It’s the old cliché that you hear time and time again but write about what you know. I simply write about my life. If I need or want something I turn it into a craft project which in turn ends up on my blog or in a magazine. Obviously I sometimes get commissioned to write about things I hadn’t automatically thought about but in general I use my own hobbies, interests and life as my muse. I’m too lazy to think up things I think people will like. I just do my own thing and hope people will enjoy the ride.

When and why did you get into vintage?

I’ve always been attracted to the 1950’s. My favourite film as child was Grease (I wanted to be Rizzo though, not Sandy) The main attraction has aways been the clothes. I don’t know why as a teenager I was watching films like “Saturday Night, Sunday Morning” and reading “A kind of loving” when my classmates were all loving boy bands. I’ve always walked to the beat of my own drum and loved looking at old magazines, listening to records from the 50’s and 60’s. I am however quite insistent that my take on it has to have a modern twist. I love the past but don’t want to look like I belong at a reenactment event. It’s about making taking vintage items and making them work in modern life.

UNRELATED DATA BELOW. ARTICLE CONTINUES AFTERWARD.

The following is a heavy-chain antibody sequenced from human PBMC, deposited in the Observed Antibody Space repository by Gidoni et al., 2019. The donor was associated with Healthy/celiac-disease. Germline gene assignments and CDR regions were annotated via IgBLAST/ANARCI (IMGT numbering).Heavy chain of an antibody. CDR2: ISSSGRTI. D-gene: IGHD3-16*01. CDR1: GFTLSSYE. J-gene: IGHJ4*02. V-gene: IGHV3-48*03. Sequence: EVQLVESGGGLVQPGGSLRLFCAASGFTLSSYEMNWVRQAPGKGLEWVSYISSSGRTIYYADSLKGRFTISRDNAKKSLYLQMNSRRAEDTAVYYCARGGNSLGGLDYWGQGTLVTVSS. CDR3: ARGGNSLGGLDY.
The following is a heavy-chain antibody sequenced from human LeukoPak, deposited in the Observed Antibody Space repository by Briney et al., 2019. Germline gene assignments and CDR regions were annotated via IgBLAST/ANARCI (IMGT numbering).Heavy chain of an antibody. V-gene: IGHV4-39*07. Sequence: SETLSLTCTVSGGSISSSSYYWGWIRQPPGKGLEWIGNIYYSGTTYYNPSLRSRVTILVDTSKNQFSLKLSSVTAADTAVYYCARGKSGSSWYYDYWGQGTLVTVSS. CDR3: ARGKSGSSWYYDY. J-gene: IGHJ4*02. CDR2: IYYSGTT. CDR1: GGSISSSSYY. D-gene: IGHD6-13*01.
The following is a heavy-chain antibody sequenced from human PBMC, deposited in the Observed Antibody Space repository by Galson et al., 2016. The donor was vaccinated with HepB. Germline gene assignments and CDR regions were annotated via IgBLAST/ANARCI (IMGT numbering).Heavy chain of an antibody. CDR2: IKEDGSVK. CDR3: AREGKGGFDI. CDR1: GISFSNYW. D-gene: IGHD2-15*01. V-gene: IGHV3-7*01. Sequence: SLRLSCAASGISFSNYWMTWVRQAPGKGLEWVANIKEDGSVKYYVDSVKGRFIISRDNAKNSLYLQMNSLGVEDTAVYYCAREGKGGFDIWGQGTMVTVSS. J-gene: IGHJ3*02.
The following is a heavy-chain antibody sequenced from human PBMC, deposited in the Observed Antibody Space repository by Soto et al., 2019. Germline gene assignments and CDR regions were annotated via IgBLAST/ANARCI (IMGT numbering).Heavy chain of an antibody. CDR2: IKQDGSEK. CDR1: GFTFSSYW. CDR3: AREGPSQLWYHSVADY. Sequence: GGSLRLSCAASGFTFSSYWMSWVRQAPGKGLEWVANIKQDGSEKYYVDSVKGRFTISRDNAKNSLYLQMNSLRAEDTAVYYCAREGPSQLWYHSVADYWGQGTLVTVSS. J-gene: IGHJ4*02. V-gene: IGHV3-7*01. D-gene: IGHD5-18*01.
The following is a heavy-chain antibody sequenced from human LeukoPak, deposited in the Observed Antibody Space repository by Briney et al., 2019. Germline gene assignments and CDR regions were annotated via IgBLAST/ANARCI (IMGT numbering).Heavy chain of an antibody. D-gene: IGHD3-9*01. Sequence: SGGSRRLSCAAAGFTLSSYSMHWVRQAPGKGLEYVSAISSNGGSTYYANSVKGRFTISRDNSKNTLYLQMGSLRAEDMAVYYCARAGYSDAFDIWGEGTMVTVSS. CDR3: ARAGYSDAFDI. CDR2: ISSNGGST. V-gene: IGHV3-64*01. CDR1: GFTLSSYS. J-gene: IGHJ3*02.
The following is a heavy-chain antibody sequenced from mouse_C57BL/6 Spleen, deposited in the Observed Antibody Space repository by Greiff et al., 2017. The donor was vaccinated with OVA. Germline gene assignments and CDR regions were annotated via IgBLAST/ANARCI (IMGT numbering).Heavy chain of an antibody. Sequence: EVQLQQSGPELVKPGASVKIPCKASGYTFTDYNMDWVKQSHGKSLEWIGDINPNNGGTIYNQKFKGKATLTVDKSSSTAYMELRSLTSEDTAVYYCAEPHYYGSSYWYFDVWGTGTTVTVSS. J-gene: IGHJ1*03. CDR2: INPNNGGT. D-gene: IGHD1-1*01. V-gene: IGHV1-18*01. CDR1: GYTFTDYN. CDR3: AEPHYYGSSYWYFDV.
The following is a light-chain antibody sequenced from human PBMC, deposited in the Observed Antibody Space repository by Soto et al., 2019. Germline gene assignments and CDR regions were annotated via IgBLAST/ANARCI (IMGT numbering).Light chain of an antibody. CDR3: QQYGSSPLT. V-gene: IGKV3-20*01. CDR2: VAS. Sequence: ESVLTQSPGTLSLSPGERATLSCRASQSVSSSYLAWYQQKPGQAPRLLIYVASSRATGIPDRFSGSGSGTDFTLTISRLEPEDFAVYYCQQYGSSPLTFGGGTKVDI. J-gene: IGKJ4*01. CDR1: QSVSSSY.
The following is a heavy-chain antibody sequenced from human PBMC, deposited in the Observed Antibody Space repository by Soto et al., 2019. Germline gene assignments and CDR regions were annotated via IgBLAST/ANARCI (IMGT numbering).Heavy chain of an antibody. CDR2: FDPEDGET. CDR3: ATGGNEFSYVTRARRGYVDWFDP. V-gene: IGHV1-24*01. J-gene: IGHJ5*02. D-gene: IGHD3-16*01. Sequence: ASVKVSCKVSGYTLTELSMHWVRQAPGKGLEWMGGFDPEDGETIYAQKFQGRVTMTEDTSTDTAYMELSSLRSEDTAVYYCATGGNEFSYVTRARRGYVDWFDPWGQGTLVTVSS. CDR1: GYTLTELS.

What does a typical day look like for Betty Bee?

As my work is so varied no one day ever looks the same but there are some constants. I always kick off the day with a cup of earl grey tea, made in a tea pot and drank out of  a china cup, I catch up on e-mails, post up my blog and then do at least an hour of writing. Even if I’m not leaving the house I will put my hair in a victory roll and put on my slap. I’m a great believer in the power of red lipstick.After that it’s either a photography session, working on designs for the boutique or dealing with bookings for the Vintage Pamperbox. At 3.15 I down tools and go and pick up my little girl from school and become mum again.

What do you want to be doing in 5 years time?

I’m currently in talks about a number of book projects so I would hope to have a few Betty Bee books gracing Amazon and I would love my blog to be more successful. I would also like to see some of my designs on the high street (did I mention I never dream small ha ha!)